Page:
Mac Johnson is brilliant. Here’s the proof.
Oil: Protecting the Earth from Renewable Energy for 148 Years
by Mac Johnson
March 10, 2007
In the environmental Dark Ages before the discovery of oil, man’s energy needs had to be extracted from the living world. Whole continents were deforested in the quest for firewood. Priceless wetlands were strip-mined for peat. Bees were robbed of their wax to make candles. Even when millions were starving, valuable animal fats and plant oils were rendered into fuel to illuminate the homes of the rich.
Alas, it appears those times may soon return as environmentalists, politicians, and the media push for man’s energy needs to be met once more by the limited capacity of field and fjord. But for one brief moment in man’s planet-killing history, oil was there to carry the burden that man would have otherwise hoisted upon the bowed back of nature. Just look at what oil did for the whales.
In the first age of renewable energy, man was so desperate for even small quantities of transportable hydrocarbon fuel (today so damned for its very abundance), that fleets of ships continually patrolled the oceans in search of ever fewer great whales.
Today it is unbelievable that the intelligent whale, universally regarded as a profound natural wonder, was once appreciated principally as a source of lard. But that very fact is testament to energy’s scarcity before the advent of crude oil. By today’s standards, even a large whale has only a negligible amount of oil – perhaps 200 barrels. The entire world production of whale oil was less than 500,000 barrels per year for most of the 19th century.
Yet for this scant annual prize – equal to about 9.6 minutes of production for today’s oil industry – the world’s whales were hunted so nearly to extinction that even today many remain rare. Many species doubtless would have become extinct had Col. Drake not struck oil in Pennsylvania in 1859. That year, U.S. crude oil production was 2,000 barrels. The next year, it was equal to the entire annual whale oil production of 500,000 barrels. By 1861, crude was pumping at 2,000,000 barrels a year and growing. Within a decade, most of America’s whaling fleet was out of business.
Together with coal, oil opened up an unimaginable quantity of energy that came from outside the contemporary natural productivity of the Earth. For the first time, societies could grow far beyond the biological energy limits of their landmass. Wealth skyrocketed. Food supplies were no longer diverted to energy needs. Populations blossomed, and yet man’s energy-motivated environmental depredations fell significantly.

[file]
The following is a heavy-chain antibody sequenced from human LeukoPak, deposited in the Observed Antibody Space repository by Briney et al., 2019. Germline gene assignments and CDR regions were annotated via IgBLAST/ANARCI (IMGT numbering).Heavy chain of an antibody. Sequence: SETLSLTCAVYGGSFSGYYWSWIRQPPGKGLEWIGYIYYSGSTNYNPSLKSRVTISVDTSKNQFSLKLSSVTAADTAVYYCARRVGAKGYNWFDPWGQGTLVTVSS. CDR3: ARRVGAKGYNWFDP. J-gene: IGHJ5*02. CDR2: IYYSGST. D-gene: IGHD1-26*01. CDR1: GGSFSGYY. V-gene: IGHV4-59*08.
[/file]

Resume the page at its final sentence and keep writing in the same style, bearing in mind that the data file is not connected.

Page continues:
Fossil fuels have provided freedom from the constraints of biology and agriculture to such an extent that most of us have forgotten exactly how energy-poor a world powered by biofuels can be. Consider that the United States consumes nearly 4.39×1016 BTUs of crude oil per year. In absolute energy value, the entire corn crop in the U.S. could provide just 10 percent of that, and the entire world’s corn crop, only 23 percent.
So if the U.S. can cut energy use by 77 percent, find a 100-percent efficient means of converting corn into fuel, and corner all of Earth’s annual corn crop, we can just get by without oil (assuming coal, nuclear, and gas are still OK). And of course, we’ll need to ignore that corn is plowed, planted, fertilized, harvested, and transported with petroleum energy. Factor that in, and I’m sure we could still squeak by at the equivalent of 20 percent of current petroleum capacity, if we also consumed the world’s entire rice crop. What we (and the Chinese) would eat under this scenario is a little unclear (perhaps we could eat the whales), and I suppose the Europeans would be reduced to living off wind power and pine nuts.
But the exercise demonstrates the burden fossil fuels have lifted from the environment, and how accustomed all six billion of us have become to eating. Even the paltry efforts toward already subsidized biofuels have had an impact. The U.S. demand for ethanol has helped drive the price of corn tortillas beyond the reach of some impoverished Mexicans, precipitating calls for price controls and export restrictions.
Unfortunately, the competition between mouths and motors can only increase, and the demands placed on our living planet can only get worse as the second age of renewable energy dawns prematurely.